• Media, bloggers and Brian Burke can get a closer look at who else the Toronto Maple Leafs won’t be drafting next summer.
  • RDO organizer, Brendan Shanahan, has said he hopes the camp will encourage new coaching strategies and offensive innovations. And then he hired Ken Hitchcock to run the event.
  • The New York Islanders intend to hire Mike Milbury to serve as a special advisor to their scouting team during the event. The Islanders staff will ask Milbury who he would trade in order to rank the top talent.
  • One of the lesser discussed camp seminars will teach top rated prospects to continue working hard and taking training seriously to avoid one day surpassing Wade Redden as the high paid AHL player of all time.
  • Every NHL team will send their scouting departments to this event to make note of the young, upcoming talent. Everyone except the Calgary Flames, who are still using the Sutter brothers “only if they’ve played for us before” policy.
  • NHL scouts and GM’s will get a first hand look at how these kids deal with adversity like changing rules, shifting crease sizes, wider blue lines and more. It will feel just like any Stephane Auger officiated NHL game.

Stay classy, 2010 Research, Development and Orientation Camp.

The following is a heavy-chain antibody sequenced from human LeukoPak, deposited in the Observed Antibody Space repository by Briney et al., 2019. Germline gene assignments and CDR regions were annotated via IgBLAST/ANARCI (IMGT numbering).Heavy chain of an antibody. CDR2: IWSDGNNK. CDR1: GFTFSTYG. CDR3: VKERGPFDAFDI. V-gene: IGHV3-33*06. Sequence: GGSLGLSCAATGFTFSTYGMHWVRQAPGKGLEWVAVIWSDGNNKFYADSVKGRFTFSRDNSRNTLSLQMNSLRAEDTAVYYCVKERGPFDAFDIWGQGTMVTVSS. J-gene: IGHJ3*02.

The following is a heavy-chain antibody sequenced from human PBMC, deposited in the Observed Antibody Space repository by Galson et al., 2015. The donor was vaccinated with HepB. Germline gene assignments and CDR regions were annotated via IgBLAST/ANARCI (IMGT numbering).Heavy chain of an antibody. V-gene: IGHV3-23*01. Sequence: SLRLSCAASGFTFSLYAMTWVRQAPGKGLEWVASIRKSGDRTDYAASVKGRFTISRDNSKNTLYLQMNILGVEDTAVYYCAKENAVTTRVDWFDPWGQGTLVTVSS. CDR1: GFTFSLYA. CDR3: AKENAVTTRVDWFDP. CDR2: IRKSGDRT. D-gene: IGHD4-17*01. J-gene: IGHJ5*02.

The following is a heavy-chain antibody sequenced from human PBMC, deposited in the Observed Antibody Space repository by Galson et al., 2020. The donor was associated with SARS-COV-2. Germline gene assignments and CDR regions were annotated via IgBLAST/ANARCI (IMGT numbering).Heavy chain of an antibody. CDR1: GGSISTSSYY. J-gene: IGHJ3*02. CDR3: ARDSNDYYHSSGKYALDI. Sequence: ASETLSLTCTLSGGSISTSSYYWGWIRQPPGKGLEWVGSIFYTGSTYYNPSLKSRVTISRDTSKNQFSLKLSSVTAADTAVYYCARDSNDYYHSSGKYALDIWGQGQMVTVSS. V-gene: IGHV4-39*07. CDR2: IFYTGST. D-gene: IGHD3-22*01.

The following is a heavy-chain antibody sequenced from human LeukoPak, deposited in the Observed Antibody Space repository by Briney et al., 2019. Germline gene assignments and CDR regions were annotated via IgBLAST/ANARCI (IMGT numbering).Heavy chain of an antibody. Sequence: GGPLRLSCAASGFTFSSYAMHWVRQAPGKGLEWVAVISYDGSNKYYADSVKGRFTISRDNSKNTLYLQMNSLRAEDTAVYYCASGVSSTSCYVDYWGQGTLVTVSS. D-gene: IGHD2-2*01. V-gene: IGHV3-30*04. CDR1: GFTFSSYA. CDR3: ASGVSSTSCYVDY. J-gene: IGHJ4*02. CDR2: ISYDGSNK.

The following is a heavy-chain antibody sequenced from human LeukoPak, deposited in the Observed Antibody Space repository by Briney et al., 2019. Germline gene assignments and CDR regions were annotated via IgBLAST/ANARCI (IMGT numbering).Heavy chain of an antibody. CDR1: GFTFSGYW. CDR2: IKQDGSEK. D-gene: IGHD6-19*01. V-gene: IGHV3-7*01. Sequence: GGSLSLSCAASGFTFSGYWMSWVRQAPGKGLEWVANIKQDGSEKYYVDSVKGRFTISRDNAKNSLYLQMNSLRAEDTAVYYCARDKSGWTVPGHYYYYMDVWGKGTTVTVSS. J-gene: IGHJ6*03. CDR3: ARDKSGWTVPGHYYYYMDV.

My job interview with the NHLPA

August 11th, 2010

Disclaimer: Everything below is 100% true. I’ve never lied about anything on this site before and it wouldn’t make sense to start now. Ultimately you’ll just have to believe this story. It’s OK if you don’t but you should know I’m not getting anything out of telling the world I didn’t get a job.

About three months ago a recruiter contacted me about “a great marketing job.” Having just started another job, the thought of more meetings and interviews didn’t excite me. I blew off the recruiter several times without any hesitation. She kept following up and eventually told me her client was the NHLPA. Now she had my attention. Obviously I was willing to talk about meetings and interviews for a position within the NHLPA.

Apparently the recruiter had already made herself familiar with It turns out a reader of this site knows her well, knew about the opportunity and recommended she speak with me. I’m totally serious too. During initial conversations with the recruiter, I wasn’t aware she’d seen and read the site.